The challenge is to transform and hardwire your entire team to think in these terms, rather than the default focus on distinct towers of product quality, closing the sale, or fixing a complaint. I just finished a new book, “Driven to Delight,” by Joseph A. Michelli, with inspiring stories on how one well-known company, Mercedes-Benz, made the transition and is profiting as a result.
It’s a tough transformation for an existing business, requiring a strong leader and lots of effort. For new entrepreneurs and startups, I recommend an initial focus on these six steps from the very beginning to set the right culture and save the tremendous cost of a transformation and risky competitive catch-up later:
- Start with an overriding top-down focus on customer experience. The right message must be delivered from the top, by your words and your actions. Start with feedback from real customers, set measurable objectives, and make sure rewards and incentives are tempered by customer experiences, rather than only internal thresholds.
- Find the best of the best models, and aim even higher. Look inside and outside your industry for role models, and apply some innovative thinking to put you ahead of the game tomorrow, rather than yesterday. Your competition is global, so today’s customers are demanding world-class service. Set the expectation for continuous improvement.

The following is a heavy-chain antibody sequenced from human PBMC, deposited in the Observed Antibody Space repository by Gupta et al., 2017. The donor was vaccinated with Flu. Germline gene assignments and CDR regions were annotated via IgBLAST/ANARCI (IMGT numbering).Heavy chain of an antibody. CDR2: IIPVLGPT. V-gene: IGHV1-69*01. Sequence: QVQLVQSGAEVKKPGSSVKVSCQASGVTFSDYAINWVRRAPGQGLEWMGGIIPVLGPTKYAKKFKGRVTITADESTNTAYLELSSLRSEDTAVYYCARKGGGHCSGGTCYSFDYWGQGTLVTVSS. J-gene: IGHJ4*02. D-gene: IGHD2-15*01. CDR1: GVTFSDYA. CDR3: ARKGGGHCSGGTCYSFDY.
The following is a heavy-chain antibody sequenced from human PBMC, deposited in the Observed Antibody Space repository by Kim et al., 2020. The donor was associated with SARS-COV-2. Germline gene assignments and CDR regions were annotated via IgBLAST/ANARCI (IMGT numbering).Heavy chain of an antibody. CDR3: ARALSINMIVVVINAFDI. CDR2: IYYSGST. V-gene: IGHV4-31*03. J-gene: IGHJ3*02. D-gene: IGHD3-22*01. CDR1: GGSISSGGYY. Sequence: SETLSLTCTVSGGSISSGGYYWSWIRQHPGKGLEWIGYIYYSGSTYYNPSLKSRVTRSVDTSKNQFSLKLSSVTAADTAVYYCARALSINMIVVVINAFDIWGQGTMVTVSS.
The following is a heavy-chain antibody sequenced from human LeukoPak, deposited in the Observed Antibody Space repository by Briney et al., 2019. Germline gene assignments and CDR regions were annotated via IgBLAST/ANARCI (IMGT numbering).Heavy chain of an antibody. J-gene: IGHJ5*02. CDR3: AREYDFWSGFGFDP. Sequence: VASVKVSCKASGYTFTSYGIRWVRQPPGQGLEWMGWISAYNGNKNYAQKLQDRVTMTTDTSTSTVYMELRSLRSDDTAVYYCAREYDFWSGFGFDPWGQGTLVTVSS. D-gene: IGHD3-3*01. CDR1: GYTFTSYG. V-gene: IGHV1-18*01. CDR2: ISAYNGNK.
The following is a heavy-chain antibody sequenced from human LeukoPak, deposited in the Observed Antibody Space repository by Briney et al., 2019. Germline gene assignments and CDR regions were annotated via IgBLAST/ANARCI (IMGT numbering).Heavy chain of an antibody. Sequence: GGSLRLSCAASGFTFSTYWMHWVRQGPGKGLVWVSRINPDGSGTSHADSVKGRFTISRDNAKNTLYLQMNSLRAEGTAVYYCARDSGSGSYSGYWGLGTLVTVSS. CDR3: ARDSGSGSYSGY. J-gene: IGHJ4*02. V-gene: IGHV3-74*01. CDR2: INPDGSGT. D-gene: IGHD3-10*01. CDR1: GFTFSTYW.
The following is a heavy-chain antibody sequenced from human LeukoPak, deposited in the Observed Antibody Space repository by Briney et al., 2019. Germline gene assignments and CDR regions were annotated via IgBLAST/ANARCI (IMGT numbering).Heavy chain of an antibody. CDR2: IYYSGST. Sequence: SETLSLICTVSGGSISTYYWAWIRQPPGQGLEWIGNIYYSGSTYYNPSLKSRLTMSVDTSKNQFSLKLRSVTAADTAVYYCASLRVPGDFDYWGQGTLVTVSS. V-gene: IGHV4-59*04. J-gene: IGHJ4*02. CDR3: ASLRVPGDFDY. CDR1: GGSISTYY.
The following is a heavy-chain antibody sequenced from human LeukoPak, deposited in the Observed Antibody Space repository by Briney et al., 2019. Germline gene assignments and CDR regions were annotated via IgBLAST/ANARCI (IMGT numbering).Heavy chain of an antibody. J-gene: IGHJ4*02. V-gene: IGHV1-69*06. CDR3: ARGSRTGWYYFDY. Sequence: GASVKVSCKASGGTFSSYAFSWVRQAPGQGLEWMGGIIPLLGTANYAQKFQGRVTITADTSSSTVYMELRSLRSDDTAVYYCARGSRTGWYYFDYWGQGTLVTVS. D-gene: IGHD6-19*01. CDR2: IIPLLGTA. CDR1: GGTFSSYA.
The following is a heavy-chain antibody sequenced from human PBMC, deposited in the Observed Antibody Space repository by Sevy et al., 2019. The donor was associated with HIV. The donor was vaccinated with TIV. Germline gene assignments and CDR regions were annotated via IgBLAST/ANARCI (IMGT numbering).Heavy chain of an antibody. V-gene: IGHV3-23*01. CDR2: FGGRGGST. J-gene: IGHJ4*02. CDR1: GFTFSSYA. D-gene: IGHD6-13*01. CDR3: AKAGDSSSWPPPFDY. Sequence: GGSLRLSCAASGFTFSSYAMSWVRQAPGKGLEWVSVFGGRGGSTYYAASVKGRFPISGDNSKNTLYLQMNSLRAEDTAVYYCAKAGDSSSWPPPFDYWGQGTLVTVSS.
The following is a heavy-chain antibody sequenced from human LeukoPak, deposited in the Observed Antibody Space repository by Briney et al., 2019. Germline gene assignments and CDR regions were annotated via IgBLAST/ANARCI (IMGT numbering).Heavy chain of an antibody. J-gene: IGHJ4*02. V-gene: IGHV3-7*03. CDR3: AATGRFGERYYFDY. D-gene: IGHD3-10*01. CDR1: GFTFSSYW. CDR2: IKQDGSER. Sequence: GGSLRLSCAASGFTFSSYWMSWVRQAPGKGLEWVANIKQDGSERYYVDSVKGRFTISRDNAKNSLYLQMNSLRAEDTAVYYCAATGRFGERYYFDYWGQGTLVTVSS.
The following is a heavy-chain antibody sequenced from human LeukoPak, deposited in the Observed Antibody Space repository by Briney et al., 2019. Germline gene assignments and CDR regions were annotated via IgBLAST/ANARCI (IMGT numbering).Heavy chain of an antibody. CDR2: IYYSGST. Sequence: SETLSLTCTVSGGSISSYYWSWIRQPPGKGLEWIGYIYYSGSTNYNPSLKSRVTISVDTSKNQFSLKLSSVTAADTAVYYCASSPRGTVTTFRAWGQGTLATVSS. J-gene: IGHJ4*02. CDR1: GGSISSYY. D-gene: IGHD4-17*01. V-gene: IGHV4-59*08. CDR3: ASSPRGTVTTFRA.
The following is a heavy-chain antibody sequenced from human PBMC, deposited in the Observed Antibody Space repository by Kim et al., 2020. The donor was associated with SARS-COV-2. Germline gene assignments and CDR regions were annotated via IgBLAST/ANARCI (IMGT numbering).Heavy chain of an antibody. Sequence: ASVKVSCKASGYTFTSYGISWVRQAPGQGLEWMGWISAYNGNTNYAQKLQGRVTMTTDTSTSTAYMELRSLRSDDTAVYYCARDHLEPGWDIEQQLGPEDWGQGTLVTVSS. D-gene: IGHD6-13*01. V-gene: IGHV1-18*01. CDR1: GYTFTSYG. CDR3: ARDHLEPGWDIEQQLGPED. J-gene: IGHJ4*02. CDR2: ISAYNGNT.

- Make sure the team understands the ‘why’ and the ‘how’ will follow. Since customer experience is not a fixed process, it’s most important to get buy-in on the ‘why’ first. The ‘how’ will follow as each team defines how their processes intersect with those of others. Your objective should be for everyone to look for opportunities to say yes rather than no.
- Tie customer experience to all compensation and recognition. Customer-driven compensation is now the norm in most industries, not just consumer-facing ones. You see the exceptions being ridiculed daily in online media – employees getting bonuses despite customer pain and bailouts. Strive for customer visibility on the positive side.
- Practice is better than training on what saying ‘yes’ looks like. Give your front-line people the mission and freedom to practice delighting customers. Providing scripts and reading manuals won’t do it. Ask key team members to step outside the company and record their experience as a customer looking in. Then let them apply their own input.
- Collect and publish compelling stories of customer delight. Real stories are inspiring and more powerful than any executive or marketing messages, both for team members and potential new customers. Stories illustrate concepts and evoke emotions in a way that even the best facts and figures can’t. They highlight the impact of ‘yes’ to all.
According to a recent American Express survey, more than 3 out of 4 customers say they have spent more with a company and recommended it to friends because of a history of positive experiences. If you surveyed your customers today, what percent of your customers would put you in the winning category?